That being said, there is good in this world, even online, especially among the beekeeping community. There is tremendous potential for learning, sharing, improving, and solving problems using social media platforms. To think, with a click of a button or tap of your screen, you can learn a beekeeping technique from someone half-way around the world or interact directly with a university conducting bee research and extension, something that was only possible through periodic journals or conferences just 20 years ago. The world is at our fingertips in real time, and it is up to us to determine how we use it. Dad also taught me another bit of wisdom when I was younger, and that is “you are what you gaze upon.” You will become that which you seek. The question is, “what do you seek when using social media?”
I am quite impressed with the impact that South Carolina beekeepers are having through their social media platforms. The state and almost every local beekeeper association has a social media account to interact with membership and the public, reaching thousands of current and would-be beekeepers. In fact, Facebook is becoming the primary way the public engages beekeepers for swarm removals, honey bee products, and questions about stinging insects. Hardly a day passes without someone engaging our program through our Facebook page. Some of the social media accounts set-up by SC beekeepers have become very popular. The new Lowcountry Bee Nerds page (https://www.facebook.com/groups/164459154881847) was recently formed and gained membership quickly, engaging beekeepers across the coastal areas of SC. One of our most prominent social media accounts is “Beekeeping Hacks” (https://www.facebook.com/groups/591466204364439). Managed by master beekeeper Larry Coble, it now has more than 40 thousand members posting about innovative and helpful “tricks of the trade.” Even our humble Clemson Apiculture page (https://www.facebook.com/ClemsonApiculture/) is up to 1,350 followers, which includes many beekeepers that do not regularly attend local association meetings.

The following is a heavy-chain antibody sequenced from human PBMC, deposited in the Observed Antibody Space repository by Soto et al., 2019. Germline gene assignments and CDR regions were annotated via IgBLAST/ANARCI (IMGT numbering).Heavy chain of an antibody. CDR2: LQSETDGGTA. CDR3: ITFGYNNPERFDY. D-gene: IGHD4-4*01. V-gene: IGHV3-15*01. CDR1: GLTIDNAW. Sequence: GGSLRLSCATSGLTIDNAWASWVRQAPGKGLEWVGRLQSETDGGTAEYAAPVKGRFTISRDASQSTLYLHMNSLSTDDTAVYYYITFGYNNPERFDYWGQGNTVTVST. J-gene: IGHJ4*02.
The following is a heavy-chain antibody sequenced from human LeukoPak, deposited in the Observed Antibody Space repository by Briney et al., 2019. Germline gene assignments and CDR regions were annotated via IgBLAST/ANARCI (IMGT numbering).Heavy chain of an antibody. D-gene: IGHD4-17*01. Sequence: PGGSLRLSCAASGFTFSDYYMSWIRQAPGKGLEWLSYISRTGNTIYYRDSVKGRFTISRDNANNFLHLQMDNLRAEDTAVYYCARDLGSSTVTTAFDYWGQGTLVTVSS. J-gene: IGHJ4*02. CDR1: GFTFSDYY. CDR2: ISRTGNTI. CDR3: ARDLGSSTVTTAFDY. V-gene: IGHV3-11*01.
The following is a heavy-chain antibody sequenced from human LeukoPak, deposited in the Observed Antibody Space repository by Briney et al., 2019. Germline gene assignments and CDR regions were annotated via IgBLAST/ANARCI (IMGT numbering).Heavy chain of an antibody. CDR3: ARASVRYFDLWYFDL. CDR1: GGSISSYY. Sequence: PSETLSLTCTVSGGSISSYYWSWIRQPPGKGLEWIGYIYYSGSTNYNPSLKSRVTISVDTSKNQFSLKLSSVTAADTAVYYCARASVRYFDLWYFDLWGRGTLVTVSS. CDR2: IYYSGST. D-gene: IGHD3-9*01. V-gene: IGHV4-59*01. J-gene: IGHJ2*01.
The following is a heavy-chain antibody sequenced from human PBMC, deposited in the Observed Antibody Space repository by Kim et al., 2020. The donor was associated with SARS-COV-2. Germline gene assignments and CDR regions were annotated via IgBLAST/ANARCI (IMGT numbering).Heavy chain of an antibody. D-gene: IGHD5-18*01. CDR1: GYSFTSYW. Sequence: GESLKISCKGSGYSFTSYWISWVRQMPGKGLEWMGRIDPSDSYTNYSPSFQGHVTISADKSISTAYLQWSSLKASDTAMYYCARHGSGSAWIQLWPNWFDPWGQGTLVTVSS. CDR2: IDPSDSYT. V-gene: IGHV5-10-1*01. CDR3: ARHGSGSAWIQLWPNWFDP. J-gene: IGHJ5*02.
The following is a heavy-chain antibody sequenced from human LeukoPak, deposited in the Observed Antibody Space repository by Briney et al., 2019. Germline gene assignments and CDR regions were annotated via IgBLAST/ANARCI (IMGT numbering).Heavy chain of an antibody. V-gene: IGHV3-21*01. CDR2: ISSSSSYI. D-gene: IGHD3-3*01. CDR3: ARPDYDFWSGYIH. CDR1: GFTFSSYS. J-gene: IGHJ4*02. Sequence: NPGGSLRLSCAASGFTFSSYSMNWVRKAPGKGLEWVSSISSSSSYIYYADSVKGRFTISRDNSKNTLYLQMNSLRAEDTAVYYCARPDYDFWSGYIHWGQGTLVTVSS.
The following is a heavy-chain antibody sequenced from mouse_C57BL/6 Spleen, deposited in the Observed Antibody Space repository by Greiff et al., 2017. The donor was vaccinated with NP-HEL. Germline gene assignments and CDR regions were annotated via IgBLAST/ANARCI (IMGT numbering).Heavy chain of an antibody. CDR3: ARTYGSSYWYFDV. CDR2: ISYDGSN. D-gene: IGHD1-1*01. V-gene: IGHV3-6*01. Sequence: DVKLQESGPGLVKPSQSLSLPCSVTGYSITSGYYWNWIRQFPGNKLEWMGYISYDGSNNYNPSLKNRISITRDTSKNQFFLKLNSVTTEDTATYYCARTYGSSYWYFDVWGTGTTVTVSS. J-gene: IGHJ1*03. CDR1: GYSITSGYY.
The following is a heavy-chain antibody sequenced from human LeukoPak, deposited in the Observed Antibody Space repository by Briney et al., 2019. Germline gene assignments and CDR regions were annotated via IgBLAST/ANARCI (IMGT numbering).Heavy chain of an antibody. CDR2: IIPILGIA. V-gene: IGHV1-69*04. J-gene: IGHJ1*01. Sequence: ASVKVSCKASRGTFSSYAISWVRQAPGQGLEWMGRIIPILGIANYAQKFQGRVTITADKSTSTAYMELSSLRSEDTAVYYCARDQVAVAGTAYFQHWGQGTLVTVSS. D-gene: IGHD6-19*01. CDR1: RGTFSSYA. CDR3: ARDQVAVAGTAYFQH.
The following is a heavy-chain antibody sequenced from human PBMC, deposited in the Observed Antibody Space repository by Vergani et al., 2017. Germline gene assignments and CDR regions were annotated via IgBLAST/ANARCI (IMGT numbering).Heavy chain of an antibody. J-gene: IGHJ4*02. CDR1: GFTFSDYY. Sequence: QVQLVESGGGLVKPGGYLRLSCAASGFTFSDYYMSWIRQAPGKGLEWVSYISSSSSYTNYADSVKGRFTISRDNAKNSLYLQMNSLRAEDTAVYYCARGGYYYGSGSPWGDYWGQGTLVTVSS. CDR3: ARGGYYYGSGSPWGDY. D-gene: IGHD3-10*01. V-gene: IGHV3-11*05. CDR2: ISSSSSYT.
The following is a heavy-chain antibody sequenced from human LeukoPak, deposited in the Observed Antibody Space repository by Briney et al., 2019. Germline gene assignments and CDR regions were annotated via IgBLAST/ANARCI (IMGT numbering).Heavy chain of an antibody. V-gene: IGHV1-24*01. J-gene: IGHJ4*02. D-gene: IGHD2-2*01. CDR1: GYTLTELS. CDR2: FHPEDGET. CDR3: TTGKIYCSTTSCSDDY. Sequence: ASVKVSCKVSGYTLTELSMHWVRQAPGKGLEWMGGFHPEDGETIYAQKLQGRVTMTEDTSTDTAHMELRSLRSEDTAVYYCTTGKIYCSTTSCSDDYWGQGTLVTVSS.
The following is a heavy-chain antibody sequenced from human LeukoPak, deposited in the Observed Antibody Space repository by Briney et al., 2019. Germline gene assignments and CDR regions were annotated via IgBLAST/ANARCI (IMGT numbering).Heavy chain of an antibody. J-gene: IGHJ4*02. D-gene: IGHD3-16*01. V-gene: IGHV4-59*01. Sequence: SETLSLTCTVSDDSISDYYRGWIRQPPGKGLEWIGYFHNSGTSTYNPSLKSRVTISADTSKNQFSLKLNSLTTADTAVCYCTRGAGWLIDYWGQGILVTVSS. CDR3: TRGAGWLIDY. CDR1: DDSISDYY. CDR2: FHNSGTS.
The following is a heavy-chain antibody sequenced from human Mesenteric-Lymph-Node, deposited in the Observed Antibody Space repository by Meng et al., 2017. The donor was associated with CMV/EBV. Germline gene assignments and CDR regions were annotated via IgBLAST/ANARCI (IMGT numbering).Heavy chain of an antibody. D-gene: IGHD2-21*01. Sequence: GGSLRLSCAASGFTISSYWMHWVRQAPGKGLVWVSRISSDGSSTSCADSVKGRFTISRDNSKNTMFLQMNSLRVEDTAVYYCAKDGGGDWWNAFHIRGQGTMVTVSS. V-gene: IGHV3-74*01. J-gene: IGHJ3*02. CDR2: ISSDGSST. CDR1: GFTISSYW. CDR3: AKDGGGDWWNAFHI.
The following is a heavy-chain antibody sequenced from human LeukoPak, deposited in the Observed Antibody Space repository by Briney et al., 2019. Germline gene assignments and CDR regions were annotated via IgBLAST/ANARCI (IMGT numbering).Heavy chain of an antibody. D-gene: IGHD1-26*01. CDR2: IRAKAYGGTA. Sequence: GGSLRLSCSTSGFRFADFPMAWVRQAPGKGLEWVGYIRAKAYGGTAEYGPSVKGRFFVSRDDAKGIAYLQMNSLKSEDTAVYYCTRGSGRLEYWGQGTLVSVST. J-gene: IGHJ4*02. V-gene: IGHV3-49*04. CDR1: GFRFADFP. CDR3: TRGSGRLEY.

That is not to say that Facebook is the end-all, be-all of social media platforms, although their rebranding to “META” might suggest they see something over the horizon. Instagram, TikTok, and Snapchat are used more extensively by younger folks and offer tremendous potential for sharing the beauty of beekeeping with audiences that are not participating in many of our traditional outreach platforms. Add Twitter, Tumblr, and YouTube to the mix, and the job of maintaining a social media presence becomes excessively complicated, so complicated that many large companies have teams of people working specifically to update and monitor social media accounts. One helpful hint if you use Facebook, Instagram, and Twitter predominantly is to link your accounts and post through Instagram which automatically posts to the Facebook and Twitter pages.
We even have social media that is intended for more scientific endeavors. While iNaturalist is thought of mainly as a smartphone app that helps you identify living things, it really is a social media platform to facilitate interaction among observers of the natural world. Through their system, the innovators of iNaturalist developed a way for people to capture data about Nature and make it available to others and to receive feedback from experienced biologists. While most folks simply use iNaturalist to identify living things, the platform is extremely powerful and can be used for scientific projects, especially regarding ecology and phenology. Phenology is the study of the timing and sequence of natural events, such as when deciduous trees turn colors in the fall or bird migrations. Whether they realize it or not, casual observers using iNaturalist are creating a real-time log of where organisms exist and when they exhibit certain traits or behaviors, which provides a data set that we can use as practitioners of apiculture.